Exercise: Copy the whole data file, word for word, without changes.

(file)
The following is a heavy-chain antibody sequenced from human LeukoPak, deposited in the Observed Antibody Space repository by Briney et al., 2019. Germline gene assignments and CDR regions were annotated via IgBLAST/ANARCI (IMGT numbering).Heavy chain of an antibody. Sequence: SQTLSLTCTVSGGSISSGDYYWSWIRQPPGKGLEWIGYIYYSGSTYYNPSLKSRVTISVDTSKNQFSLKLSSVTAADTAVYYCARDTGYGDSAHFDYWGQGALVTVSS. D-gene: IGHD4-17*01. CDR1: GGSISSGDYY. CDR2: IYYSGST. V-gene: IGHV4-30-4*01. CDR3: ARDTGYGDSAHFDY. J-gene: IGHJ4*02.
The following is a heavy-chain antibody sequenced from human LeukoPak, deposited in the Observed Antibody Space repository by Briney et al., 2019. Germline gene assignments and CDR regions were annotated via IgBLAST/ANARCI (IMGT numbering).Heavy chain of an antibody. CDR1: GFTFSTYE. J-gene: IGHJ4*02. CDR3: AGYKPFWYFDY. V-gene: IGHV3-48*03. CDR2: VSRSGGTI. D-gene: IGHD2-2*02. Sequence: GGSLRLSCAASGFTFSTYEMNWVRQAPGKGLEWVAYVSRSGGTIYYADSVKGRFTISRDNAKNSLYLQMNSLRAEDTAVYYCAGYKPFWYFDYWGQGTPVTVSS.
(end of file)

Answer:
The following is a heavy-chain antibody sequenced from human LeukoPak, deposited in the Observed Antibody Space repository by Briney et al., 2019. Germline gene assignments and CDR regions were annotated via IgBLAST/ANARCI (IMGT numbering).Heavy chain of an antibody. Sequence: SQTLSLTCTVSGGSISSGDYYWSWIRQPPGKGLEWIGYIYYSGSTYYNPSLKSRVTISVDTSKNQFSLKLSSVTAADTAVYYCARDTGYGDSAHFDYWGQGALVTVSS. D-gene: IGHD4-17*01. CDR1: GGSISSGDYY. CDR2: IYYSGST. V-gene: IGHV4-30-4*01. CDR3: ARDTGYGDSAHFDY. J-gene: IGHJ4*02.
The following is a heavy-chain antibody sequenced from human LeukoPak, deposited in the Observed Antibody Space repository by Briney et al., 2019. Germline gene assignments and CDR regions were annotated via IgBLAST/ANARCI (IMGT numbering).Heavy chain of an antibody. CDR1: GFTFSTYE. J-gene: IGHJ4*02. CDR3: AGYKPFWYFDY. V-gene: IGHV3-48*03. CDR2: VSRSGGTI. D-gene: IGHD2-2*02. Sequence: GGSLRLSCAASGFTFSTYEMNWVRQAPGKGLEWVAYVSRSGGTIYYADSVKGRFTISRDNAKNSLYLQMNSLRAEDTAVYYCAGYKPFWYFDYWGQGTPVTVSS.